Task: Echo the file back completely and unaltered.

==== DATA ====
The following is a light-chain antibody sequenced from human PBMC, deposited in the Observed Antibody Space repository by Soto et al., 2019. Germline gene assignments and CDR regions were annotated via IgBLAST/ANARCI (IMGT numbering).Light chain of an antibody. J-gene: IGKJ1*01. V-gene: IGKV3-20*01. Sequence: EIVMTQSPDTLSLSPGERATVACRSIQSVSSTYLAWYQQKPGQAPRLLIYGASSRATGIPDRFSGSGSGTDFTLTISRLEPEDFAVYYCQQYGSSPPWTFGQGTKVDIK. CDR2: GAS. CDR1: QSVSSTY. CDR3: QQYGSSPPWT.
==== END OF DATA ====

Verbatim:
The following is a light-chain antibody sequenced from human PBMC, deposited in the Observed Antibody Space repository by Soto et al., 2019. Germline gene assignments and CDR regions were annotated via IgBLAST/ANARCI (IMGT numbering).Light chain of an antibody. J-gene: IGKJ1*01. V-gene: IGKV3-20*01. Sequence: EIVMTQSPDTLSLSPGERATVACRSIQSVSSTYLAWYQQKPGQAPRLLIYGASSRATGIPDRFSGSGSGTDFTLTISRLEPEDFAVYYCQQYGSSPPWTFGQGTKVDIK. CDR2: GAS. CDR1: QSVSSTY. CDR3: QQYGSSPPWT.